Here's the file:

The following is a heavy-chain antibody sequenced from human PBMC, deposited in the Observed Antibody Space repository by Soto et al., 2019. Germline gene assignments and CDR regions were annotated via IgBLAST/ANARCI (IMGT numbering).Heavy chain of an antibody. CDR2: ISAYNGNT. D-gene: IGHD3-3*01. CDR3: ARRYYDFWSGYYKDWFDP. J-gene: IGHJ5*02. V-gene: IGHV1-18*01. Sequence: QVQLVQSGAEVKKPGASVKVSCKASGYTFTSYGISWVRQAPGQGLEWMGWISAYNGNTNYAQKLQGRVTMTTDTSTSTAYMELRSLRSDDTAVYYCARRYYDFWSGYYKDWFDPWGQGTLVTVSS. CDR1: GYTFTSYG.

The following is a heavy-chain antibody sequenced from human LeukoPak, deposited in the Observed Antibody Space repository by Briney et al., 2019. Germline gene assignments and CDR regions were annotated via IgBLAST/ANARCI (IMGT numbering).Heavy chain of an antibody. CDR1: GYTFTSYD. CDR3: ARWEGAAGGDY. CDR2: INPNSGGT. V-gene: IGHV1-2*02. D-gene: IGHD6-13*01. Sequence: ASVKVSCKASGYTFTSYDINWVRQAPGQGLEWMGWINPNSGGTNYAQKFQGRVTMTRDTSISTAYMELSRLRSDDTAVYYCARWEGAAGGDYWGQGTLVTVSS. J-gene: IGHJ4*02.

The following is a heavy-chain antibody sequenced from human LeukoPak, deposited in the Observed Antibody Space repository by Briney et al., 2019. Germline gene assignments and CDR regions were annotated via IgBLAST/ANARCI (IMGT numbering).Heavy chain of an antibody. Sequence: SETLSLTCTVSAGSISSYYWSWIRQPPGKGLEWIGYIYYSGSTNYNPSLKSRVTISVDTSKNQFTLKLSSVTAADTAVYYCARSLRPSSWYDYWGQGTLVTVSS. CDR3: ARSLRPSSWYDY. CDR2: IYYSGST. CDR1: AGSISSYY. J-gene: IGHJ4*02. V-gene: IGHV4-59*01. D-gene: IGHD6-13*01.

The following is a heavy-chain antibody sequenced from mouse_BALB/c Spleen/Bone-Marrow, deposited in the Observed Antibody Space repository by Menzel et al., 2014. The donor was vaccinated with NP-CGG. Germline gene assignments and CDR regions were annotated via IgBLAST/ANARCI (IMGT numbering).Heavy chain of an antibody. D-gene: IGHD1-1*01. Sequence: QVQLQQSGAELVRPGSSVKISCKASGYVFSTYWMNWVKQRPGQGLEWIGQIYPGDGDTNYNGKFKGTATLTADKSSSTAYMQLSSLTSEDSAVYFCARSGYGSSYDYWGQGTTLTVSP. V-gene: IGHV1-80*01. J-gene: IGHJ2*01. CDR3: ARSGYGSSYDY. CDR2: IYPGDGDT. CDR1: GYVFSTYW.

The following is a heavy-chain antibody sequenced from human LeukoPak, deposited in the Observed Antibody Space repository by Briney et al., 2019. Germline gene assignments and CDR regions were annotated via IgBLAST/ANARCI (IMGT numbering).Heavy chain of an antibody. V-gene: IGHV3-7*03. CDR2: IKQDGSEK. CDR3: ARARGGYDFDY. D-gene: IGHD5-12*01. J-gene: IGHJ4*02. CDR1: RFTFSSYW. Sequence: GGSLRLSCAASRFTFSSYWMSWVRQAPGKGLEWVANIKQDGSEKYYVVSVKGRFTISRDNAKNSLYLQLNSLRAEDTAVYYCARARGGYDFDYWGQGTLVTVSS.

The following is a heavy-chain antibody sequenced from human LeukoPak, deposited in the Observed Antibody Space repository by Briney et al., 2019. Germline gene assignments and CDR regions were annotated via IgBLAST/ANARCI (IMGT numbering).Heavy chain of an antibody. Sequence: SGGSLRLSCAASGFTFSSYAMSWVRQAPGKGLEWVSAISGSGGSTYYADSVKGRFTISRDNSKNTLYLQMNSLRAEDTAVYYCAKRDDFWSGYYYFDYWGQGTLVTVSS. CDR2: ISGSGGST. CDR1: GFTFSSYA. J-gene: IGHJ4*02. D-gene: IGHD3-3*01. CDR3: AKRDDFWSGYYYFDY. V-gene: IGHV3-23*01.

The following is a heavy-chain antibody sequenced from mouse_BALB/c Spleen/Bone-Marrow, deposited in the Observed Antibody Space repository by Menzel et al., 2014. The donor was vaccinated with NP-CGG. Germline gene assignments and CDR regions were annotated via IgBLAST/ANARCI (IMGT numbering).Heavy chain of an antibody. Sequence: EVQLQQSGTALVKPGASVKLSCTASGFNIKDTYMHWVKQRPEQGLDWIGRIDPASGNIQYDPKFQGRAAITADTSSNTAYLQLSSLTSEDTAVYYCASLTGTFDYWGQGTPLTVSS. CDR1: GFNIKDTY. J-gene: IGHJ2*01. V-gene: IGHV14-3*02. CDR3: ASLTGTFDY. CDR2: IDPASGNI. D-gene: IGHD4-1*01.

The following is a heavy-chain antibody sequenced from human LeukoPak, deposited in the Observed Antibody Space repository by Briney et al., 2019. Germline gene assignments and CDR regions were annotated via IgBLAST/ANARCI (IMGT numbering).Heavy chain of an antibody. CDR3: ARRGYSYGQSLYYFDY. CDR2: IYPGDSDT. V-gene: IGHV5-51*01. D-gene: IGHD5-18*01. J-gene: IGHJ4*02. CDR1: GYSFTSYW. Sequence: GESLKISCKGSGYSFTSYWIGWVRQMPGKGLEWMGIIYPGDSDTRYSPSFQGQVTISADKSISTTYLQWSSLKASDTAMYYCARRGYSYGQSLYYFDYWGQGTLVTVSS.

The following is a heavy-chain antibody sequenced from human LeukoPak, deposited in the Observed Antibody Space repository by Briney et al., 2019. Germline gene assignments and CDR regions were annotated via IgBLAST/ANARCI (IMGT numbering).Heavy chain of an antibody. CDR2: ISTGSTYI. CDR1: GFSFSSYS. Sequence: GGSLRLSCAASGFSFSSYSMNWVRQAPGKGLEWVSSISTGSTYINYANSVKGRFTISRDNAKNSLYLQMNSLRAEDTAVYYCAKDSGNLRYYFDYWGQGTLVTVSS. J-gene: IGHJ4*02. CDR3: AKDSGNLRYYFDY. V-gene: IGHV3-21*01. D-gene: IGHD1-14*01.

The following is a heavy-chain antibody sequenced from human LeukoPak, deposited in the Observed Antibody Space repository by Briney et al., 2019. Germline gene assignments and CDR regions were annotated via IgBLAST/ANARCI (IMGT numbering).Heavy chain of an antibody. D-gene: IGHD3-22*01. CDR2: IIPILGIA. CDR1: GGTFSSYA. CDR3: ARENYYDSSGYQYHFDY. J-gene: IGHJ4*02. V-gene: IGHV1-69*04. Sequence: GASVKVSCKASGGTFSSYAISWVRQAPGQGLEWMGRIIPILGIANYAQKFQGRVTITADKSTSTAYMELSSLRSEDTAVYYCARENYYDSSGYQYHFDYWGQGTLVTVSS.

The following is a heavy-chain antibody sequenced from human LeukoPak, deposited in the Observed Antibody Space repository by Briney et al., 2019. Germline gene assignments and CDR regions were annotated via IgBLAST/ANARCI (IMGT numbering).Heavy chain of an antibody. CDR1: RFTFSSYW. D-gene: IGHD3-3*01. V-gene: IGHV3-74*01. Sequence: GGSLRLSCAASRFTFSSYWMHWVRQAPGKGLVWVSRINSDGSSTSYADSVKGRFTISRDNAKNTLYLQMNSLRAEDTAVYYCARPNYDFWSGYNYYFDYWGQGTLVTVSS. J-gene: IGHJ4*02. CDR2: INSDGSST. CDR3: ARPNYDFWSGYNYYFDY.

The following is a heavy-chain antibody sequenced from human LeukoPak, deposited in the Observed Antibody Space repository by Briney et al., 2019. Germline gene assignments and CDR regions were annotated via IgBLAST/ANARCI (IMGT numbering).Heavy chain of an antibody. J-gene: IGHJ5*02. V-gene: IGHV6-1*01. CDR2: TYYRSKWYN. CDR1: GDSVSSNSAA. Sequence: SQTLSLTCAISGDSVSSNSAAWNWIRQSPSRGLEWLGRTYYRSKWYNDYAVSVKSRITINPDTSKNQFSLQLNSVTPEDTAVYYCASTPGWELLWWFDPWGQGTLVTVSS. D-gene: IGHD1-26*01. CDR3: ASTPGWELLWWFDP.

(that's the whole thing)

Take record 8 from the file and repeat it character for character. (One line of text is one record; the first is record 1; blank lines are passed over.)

The following is a heavy-chain antibody sequenced from human LeukoPak, deposited in the Observed Antibody Space repository by Briney et al., 2019. Germline gene assignments and CDR regions were annotated via IgBLAST/ANARCI (IMGT numbering).Heavy chain of an antibody. CDR3: ARRGYSYGQSLYYFDY. CDR2: IYPGDSDT. V-gene: IGHV5-51*01. D-gene: IGHD5-18*01. J-gene: IGHJ4*02. CDR1: GYSFTSYW. Sequence: GESLKISCKGSGYSFTSYWIGWVRQMPGKGLEWMGIIYPGDSDTRYSPSFQGQVTISADKSISTTYLQWSSLKASDTAMYYCARRGYSYGQSLYYFDYWGQGTLVTVSS.